WADSWORTH — About 80 supporters of the Wadsworth Area Historical Society attended the society’s third annual fall fundraiser Saturday evening at Memory Lane Event Center on College Street.
The theme of this year’s event was “Notes on the Civil War.” President Abraham Lincoln and his wife, Mary Todd Lincoln, were guests of honor, and historian and musician Steve Ball, accompanied by his wife, Lisa Ball, sang Civil War songs and told stories.
Guests ate a Civil War-era meal that included smoked chicken and potato hash. For dessert, they were served a version of Mary Todd Lincoln’s famous white almond cake. Silent-auction prizes included gift cards, homemade items and gift baskets.
Kate Smith, historical society spokesperson, said the annual fundraiser has brought in about $3,000 in past years. The money allows the historical society to offer free tours of its headquarters, the Johnson House Museum, built in the 1850s.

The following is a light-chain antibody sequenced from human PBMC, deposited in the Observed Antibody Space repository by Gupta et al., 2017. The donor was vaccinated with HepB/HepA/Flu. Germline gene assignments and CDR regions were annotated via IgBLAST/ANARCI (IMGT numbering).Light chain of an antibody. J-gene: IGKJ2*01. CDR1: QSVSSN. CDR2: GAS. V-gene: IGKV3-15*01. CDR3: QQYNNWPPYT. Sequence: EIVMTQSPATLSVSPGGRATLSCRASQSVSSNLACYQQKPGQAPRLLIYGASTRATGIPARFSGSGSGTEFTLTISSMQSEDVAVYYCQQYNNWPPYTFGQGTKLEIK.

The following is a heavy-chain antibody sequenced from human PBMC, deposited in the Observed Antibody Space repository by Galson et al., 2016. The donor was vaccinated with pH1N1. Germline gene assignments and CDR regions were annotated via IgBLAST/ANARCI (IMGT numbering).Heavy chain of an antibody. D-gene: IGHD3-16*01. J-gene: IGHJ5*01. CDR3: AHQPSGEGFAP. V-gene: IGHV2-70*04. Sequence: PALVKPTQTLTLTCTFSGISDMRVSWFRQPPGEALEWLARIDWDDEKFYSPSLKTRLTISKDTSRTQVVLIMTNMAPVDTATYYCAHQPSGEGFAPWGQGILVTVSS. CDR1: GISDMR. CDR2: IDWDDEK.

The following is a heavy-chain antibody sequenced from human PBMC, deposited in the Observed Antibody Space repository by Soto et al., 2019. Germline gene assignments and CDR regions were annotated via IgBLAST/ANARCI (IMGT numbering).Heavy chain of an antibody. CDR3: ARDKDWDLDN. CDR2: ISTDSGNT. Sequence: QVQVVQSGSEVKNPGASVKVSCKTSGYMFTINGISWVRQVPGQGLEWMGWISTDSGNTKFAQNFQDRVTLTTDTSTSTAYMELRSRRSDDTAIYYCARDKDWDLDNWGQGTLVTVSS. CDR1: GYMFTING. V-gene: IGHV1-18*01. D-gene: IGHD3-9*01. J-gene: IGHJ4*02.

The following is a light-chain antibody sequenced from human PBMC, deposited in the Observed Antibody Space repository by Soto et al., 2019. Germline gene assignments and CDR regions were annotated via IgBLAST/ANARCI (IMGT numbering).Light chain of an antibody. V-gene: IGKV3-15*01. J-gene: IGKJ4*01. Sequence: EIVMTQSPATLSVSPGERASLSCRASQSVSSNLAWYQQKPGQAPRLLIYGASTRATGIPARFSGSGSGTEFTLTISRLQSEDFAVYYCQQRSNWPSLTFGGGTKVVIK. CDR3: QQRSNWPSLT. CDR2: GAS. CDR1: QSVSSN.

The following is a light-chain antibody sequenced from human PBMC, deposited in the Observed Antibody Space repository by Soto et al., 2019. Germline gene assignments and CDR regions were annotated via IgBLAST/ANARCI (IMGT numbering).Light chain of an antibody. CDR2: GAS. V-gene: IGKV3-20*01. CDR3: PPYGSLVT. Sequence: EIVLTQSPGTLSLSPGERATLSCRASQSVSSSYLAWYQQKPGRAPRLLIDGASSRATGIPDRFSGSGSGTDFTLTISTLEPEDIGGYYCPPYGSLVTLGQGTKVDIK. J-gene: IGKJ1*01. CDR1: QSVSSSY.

Also, the funds help the historical society host 15 events throughout the year at no charge to the public, Smith said.
The fundraiser wasn’t intended as a lead-in to Veterans Day, which was Sunday, but there was a connection. Before dinner, President Lincoln talked to the Medina Gazette about the soldiers who served during the Civil War.
“So many of those fellows gave up their lives,” Lincoln said. “We can’t thank our veterans enough for their sacrifice.”
During the event, President Lincoln relayed a story about a Union soldier who ended up settling in Medina County after the Civil War.
Also attending the fundraiser was Roger Havens, president of the Wadsworth Area Historical Society and principal at Franklin Elementary School. Havens grew up in Wadsworth and loves to talk about the town’s history.
“I am becoming a bit historical myself,” Havens joked.
Havens said he helped write a third-grade history book about Wadsworth. The book discusses the city’s pioneers, and the early sawmills, gristmills and coal mines.
“Wadsworth was the only community in Medina County to have coal beneath it,” Havens said. “Three-quarters of Wadsworth Township had coal.”
Railroad tracks laid to transport Wadsworth’s coal attracted factories and other businesses, and the city’s economy grew as a result, Havens said.